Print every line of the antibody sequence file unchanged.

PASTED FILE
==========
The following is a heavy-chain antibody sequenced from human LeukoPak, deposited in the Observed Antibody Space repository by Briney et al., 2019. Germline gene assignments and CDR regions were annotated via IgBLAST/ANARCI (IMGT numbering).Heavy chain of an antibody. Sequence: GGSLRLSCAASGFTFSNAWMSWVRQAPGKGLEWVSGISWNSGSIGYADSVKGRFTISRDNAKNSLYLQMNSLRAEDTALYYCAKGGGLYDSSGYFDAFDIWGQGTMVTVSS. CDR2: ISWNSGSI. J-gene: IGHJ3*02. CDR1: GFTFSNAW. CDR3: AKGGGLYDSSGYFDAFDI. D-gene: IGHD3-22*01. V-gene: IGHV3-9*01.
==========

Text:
The following is a heavy-chain antibody sequenced from human LeukoPak, deposited in the Observed Antibody Space repository by Briney et al., 2019. Germline gene assignments and CDR regions were annotated via IgBLAST/ANARCI (IMGT numbering).Heavy chain of an antibody. Sequence: GGSLRLSCAASGFTFSNAWMSWVRQAPGKGLEWVSGISWNSGSIGYADSVKGRFTISRDNAKNSLYLQMNSLRAEDTALYYCAKGGGLYDSSGYFDAFDIWGQGTMVTVSS. CDR2: ISWNSGSI. J-gene: IGHJ3*02. CDR1: GFTFSNAW. CDR3: AKGGGLYDSSGYFDAFDI. D-gene: IGHD3-22*01. V-gene: IGHV3-9*01.